SAN SALVADOR (Reuters) - Salvadoran Finance Minister Alejandro Zelaya minimized on Thursday the potential positive impact of a long-delayed deal with the International Monetary Fund, even as the highly indebted country stares down a possible medium-term default.
El Salvador announced it was negotiating a possible $1.3 billion loan with the IMF in March 2021, aimed at filling gaps in the Central American country's budget and reducing high costs associated with the country's debt, which in March surpassed $24 billion.
The deal's future has looked uncertain since El Salvador rebuffed IMF calls for the government to reverse its decision to make bitcoin legal tender last September.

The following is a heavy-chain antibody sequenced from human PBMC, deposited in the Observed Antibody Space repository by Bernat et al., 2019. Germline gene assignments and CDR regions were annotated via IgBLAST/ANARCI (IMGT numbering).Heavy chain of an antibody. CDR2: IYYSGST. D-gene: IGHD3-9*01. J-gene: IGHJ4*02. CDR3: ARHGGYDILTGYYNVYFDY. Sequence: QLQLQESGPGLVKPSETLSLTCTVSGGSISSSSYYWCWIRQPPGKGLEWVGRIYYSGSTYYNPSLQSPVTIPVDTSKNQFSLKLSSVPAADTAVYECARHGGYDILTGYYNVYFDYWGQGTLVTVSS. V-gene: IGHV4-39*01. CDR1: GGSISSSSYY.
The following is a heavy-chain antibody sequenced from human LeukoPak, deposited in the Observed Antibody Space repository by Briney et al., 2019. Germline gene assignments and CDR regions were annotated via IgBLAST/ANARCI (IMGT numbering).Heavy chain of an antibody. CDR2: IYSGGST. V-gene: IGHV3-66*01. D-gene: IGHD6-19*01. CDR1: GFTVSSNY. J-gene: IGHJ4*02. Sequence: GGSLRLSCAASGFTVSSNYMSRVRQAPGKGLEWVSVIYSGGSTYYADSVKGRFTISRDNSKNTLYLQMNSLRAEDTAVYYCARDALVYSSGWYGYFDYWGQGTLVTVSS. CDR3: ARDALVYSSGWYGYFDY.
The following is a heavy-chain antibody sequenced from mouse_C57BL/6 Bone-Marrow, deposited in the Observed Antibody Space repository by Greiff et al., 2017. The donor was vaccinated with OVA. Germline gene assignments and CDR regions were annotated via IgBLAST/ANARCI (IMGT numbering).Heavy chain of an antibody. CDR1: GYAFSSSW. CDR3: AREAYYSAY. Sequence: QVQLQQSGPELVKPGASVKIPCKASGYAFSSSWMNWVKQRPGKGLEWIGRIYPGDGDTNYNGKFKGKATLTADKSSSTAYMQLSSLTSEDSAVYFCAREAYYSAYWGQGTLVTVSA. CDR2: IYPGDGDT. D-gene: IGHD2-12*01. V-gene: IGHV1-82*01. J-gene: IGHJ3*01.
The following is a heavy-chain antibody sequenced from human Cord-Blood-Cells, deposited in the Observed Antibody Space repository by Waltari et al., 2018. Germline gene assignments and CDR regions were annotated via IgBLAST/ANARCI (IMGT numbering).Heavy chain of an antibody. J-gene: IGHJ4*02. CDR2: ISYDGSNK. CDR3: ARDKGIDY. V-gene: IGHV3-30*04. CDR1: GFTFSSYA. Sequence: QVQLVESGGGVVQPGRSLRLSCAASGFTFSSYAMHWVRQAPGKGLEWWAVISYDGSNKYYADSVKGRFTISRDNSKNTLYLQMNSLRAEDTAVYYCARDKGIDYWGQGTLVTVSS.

In his remarks on Thursday, Zelaya said discussions with the IMF continue but played down the deal's fiscal impact, which he said would amount to less than 10% of the national budget.
"You have to put all these issues into context, but we're maintaining conversations and once we have something concrete we will announce it."
Analysts including ratings agency Moody's say the deal would boost El Salvador's credibility and help shore up its shaky finances.
"I've seen that some analysts believe that the deal with the IMF is going to completely improve the health of the country's public finances, and no, it is one part of our strategy for improvement," Zelaya said.
(Reporting by Nelson Renteria; Writing by Brendan O'Boyle; Editing by Sandra Maler)